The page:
Have you been snoring a lot lately? It might not be something to just laugh about. One of the most common symptoms of sleep apnea is snoring, so you'll need to have it checked as soon as possible to prevent any complications from happening. Once your doctor has diagnosed you as having sleep apnea, you might be wondering what to do next. It won't take merely the proper medication prescribed by your doctor, but the right lifestyle changes as well. Continue reading to learn what you should do after having been diagnosed with sleep apnea and how to improve your sleeping habits for a healthier lifestyle.
An Overview of Sleep Apnea
Sleep apnea is a common sleep disorder that millions of people suffer from. This condition happens when you have more pauses than you should in your breathing while you are asleep. The pauses can last from a few seconds up to minutes at a time, occurring as much as 30 times per hour. Normal breathing would resume with a choking sound or snort, disrupting your sleep by moving you out of deep sleep. Because of the lack of oxygen you get with sleep apnea, it can be fatal when left undiagnosed. It also leads to sleepiness throughout the day due to the lack of deep sleep you get throughout the night. Unfortunately, this disorder usually goes undiagnosed, as people often simply scoff at the main symptom, which is snoring or waking up at night.
It can happen to anyone, and it is more common in those who are either overweight or taking certain medications. If left untreated, it would increase your risk of heart failure or irregular heartbeat. It can also increase your risk of other heart diseases and diabetes. This is why it's crucial to treat it once you experience the symptoms, such as snoring or any fatigue due to lack of quality sleep.
What Your Doctor Will Prescribe You
Sleep apnea is often diagnosed by your doctor by looking through your medical and family histories, as well as conducting physical exams to see if either of your tonsils or your uvula is enlarged, which would act as an obstruction to your breathing. Sleep studies such as a polysomnogram or a home-based portable monitor would check up on the way you sleep and see whether you do have sleep apnea. In case you do, your doctor will then prescribe any of the following treatments and drugs:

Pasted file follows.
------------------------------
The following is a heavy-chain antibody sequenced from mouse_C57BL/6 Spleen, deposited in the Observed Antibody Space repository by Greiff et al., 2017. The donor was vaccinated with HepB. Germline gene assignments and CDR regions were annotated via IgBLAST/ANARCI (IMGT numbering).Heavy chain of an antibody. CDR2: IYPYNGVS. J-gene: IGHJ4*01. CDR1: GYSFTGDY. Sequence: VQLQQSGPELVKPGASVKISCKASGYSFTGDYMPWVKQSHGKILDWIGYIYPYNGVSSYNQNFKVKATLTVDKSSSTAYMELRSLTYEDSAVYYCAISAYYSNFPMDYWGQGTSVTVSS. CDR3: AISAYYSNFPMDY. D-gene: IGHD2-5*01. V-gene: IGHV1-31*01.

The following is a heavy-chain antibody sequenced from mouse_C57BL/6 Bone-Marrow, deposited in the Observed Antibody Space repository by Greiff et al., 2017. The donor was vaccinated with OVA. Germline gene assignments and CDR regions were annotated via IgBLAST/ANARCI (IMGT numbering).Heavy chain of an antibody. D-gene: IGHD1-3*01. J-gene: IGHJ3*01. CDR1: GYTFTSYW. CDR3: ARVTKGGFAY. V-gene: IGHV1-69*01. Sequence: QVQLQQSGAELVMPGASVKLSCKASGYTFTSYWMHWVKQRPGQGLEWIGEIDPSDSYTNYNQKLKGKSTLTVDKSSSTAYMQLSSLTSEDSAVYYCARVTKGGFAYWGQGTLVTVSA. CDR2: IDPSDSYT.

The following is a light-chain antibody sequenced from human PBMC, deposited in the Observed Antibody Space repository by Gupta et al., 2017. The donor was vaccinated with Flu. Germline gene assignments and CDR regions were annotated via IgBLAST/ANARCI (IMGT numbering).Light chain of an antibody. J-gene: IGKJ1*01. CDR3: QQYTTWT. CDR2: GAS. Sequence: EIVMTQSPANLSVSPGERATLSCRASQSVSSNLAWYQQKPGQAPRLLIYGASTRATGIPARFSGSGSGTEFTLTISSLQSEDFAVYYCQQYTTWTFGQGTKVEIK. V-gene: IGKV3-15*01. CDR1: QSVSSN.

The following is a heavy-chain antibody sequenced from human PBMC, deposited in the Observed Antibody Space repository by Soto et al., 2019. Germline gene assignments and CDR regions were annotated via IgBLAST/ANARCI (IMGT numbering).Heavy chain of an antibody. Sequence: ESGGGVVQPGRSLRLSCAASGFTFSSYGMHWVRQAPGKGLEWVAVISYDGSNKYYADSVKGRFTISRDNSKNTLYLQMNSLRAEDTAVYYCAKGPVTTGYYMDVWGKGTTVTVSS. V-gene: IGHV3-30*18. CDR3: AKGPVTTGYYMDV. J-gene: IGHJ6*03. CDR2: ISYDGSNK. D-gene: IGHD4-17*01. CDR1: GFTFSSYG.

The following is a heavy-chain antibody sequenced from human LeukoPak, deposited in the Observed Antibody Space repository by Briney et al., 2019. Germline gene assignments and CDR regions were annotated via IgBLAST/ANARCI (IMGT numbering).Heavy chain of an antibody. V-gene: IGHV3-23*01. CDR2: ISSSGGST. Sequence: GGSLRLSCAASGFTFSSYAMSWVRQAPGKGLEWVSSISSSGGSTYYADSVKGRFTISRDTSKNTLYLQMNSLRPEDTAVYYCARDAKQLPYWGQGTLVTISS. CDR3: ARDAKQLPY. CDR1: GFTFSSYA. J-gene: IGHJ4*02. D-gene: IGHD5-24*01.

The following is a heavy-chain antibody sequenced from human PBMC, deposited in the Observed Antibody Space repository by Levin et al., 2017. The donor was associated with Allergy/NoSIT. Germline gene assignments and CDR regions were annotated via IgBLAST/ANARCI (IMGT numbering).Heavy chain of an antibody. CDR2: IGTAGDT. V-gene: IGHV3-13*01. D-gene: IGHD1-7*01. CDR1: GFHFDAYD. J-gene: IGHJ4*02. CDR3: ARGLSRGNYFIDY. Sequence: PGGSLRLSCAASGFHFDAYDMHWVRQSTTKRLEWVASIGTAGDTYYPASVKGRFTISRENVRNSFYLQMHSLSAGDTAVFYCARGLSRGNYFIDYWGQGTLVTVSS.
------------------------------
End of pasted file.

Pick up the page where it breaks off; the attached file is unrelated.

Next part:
- A Continuous Positive Airway Pressure, or CPAP, is a machine that delivers air pressure through a mask while you sleep, and will help keep your air passages open. This prevents any form of apnea and snoring, helping you breathe better. This is the most common method, though other people feel uncomfortable when wearing it due to the mask. It will take time to adjust to it.
- There are other devices that can provide airway pressure, changing it while you sleep. A Bilevel Positive Airway Pressure, or BiPAP, provides more pressure as you inhale and less when you exhale. This is up to your doctor's diagnosis.
- An Expiratory Positive Airway Pressure, or EPAP, device is another option for those who do not like the CPAP mask, as you simply place the device over your nostrils before sleeping. But take note that these are for single use only and they are more expensive.
- If you have mild sleep apnea, you can opt for oral appliances that keep your mouth (and airway passages) open. They are easy to use, though not as reliable as machines. You can ask your dentist for these types of tools, such as a mouth guard to lessen your snoring. What's great about oral appliances is that they are small and thus very portable, which is beneficial for travelers. That being said, there are CPAP machines that are compact and easy to travel with as well.